• We love it when wine and pop culture intersect—after all, spotting bottles of wine we recognize on Cougar Town is one of our favorite pastimes (bonus points to those who noticed Orin Swift’s The Prisoner and Kosta Browne along with us on recent episodes). So imagine our delight when another of our guiltiest pleasures, ABC’s The Bachelorette, has a Sonoma winemaker as one of the men trying to win Ashley Hebert’s heart. Benjamin Flajnik (or “Ben F.” as he’s known on the show) is the 28-year-old co-owner of Evolve Winery in Sonoma, along with partner Michael Benziger. On the first episode, Flajnik came out of the limo with a bottle of his wine, the Evolve Sauvignon Blanc Sonoma Valley 2010. Unfiltered thinks it was a pretty slick move, as we’ve tried the wine ourselves and found it wonderfully juicy and intense, with plenty of bright citrus flavors. Hebert also liked the wine (and the winemaker); he was handed one of the coveted roses at the end of this week's episode (as were about a dozen other guys). We spoke with Flajnik, who couldn’t comment on the details about the show, but did let us know that the wine has been well-received, and he’s working on a value line of wines under the Evolve name. Currently, Evolve has three different wines made from purchased grapes in Sonoma and Napa, focusing on vineyards that are grown sustainably, organically or biodynamically. “I love the lifestyle,” Flajnik said of being a winemaker. “I love that it’s an art, and that it’s an expression of us.” Well, we love a passionate winemaker, so it’s going to be easy to continue to root for him both in wine and in romance.
• Will it be strange to us, in 50 years’ time, when most people in the world think of Domaines Baron de Rothschild and LVMH as Chinese companies? DBR, the premium prime mover in that newly wine-ravenous country, with Lafite, put roots in the ground in the Middle Kingdom two years ago to court China’s significant, um, locavore tastes. Now LVMH has followed suit, snapping up 163 acres in Ningxia, a northerly province where agribusiness today mostly centers on the beloved wolfberry. But with a climate like Champagne’s and a river, the Yellow, that boasts almost as many cigarette butts as the Marne, Ningxia could soon be a bubbly hub for the country's fledgling industry. Moët will send its full expertise to the new venture, and the méthode Champenoise as well. The Ningxia project is Moët's second in Asia: The Champagne house's Nashik Chandon sparklers made in India are already fizzing away in cellars for release next year.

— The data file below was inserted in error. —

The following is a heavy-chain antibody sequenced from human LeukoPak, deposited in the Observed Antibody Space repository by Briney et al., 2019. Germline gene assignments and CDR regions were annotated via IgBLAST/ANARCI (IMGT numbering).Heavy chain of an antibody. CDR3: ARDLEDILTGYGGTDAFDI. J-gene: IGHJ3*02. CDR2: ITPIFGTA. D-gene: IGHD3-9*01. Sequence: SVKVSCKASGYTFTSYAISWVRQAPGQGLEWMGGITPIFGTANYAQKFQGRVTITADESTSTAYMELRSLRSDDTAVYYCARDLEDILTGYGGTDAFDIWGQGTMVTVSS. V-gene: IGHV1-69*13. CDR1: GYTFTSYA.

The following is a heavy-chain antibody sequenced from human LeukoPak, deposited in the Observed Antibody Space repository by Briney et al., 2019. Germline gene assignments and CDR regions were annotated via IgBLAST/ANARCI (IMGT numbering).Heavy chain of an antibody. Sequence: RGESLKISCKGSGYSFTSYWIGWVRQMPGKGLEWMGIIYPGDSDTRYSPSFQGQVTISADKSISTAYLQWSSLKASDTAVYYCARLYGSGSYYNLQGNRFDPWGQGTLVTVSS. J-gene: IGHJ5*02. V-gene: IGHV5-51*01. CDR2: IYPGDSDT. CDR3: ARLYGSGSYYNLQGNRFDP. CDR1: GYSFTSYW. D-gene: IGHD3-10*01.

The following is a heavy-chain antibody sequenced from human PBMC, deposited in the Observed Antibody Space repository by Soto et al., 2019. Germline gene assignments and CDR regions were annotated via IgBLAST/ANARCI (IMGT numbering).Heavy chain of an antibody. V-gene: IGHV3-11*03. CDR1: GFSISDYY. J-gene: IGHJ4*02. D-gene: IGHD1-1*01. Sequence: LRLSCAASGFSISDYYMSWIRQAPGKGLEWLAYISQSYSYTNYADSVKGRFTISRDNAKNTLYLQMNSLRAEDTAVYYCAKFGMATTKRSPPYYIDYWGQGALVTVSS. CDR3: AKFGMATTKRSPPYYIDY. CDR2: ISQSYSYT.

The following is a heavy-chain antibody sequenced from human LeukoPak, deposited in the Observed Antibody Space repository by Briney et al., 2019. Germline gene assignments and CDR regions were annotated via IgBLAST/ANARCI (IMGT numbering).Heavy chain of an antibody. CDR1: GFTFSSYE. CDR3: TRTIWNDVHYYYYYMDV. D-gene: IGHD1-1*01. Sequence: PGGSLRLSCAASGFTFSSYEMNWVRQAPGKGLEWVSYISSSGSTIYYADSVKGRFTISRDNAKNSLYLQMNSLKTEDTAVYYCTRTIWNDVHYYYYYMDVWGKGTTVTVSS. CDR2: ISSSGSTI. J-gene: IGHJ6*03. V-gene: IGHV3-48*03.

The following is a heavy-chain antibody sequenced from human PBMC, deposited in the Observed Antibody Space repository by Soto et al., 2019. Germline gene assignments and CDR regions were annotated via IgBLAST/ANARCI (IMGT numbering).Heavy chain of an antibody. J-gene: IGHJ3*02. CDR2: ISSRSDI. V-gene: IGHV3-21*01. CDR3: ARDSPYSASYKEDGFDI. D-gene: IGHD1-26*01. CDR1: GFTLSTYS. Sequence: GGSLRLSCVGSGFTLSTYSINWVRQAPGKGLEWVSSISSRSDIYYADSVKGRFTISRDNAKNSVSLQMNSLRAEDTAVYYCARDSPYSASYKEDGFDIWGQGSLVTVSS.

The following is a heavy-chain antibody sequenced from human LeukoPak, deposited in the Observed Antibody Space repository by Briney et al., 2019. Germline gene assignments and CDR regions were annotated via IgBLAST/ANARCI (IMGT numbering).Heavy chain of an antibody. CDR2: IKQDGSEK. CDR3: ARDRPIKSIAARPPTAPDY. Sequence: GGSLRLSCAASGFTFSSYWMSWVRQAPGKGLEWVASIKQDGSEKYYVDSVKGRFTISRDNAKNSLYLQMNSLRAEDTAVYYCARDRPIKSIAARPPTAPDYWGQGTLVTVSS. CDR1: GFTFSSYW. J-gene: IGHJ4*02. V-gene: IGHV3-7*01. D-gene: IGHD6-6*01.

• Wine world power couple Gina Gallo, granddaughter of E & J Gallo cofounder Julio Gallo, and Jean-Charles Boisset welcomed two new additions to the family Sunday May 26. The twin girls are the first children for the couple, who married in September 2009, which naturally sent the wine gossip world into a tizzy. While Gina Gallo’s third-generation status is more than enough to qualify her for American wine royalty, she has also been a public face of the Gallo company. Boisset holds the title of president of Boisset Family Estates, which maintains a growing presence in California with the purchase of Russian River Valley star DeLoach in 2003 and the acquisition this month of California’s generally recognized original winery, Buena Vista. With so much to celebrate, Unfiltered asked Boisset how he was feeling. “Excited!” he exclaimed, “Excited to be surrounded by the queens of the world!” The newborns have yet to be named—Boisset compared the task to getting to know a wine before giving it a label—but Unfiltered has it on very good authority that Dr. Seussian twin monikers Thing 1 and Thing 2 are not on the list of potential candidates.
The sales tax on a few of these should solve any lingering Eurozone budget problems.
• To celebrate the 75th anniversary of Domaine Clarence Dillon acquiring the first-growth Château Haut-Brion, Prince Robert de Luxembourg, great-grandson of M. Clarence Dillon and current president of the domaine and château, has brought together three passions: art, philanthropy and the wines of Haut-Brion. To do this, Prince Robert commissioned 20 hand-crafted wood consoles (15 for red wines, five for whites), made by Linley Bespoke Furniture Designers, 11 of which have been earmarked for sale in charity auctions around the world. Hidden drawers in the consoles hold silver-inlaid objects inspired by vines and grape leaves, designed by Italian jeweler Buccelatti. Each console will hold eight select vintages from the château, dating back to 1935. How much does such a console go for? On May 19, at the Cinema Against AIDS Gala during the Cannes Film Festival, one red wine console fetched nearly $250,000 for amfAR (the Foundation for AIDS Research). We presume you missed out on that one, but don’t fret: The remaining auctions will take place over the next two years in France, England, America, China, Japan and Russia. Charities to benefit from these auctions are in the fields of health, education and childhood development and are currently being handpicked by Prince Robert. The remaining consoles will be sold privately at a later date. Along with the wine-filled consoles comes a mixed case of 2010 Haut-Brion red and white, and a second wooden storage cabinet containing a monogrammed set of 12 glasses and two carafes. Buyer beware, however: You'll need to pick a chilly wing of your villa, palace or castle for the console—it isn't temperature-controlled.
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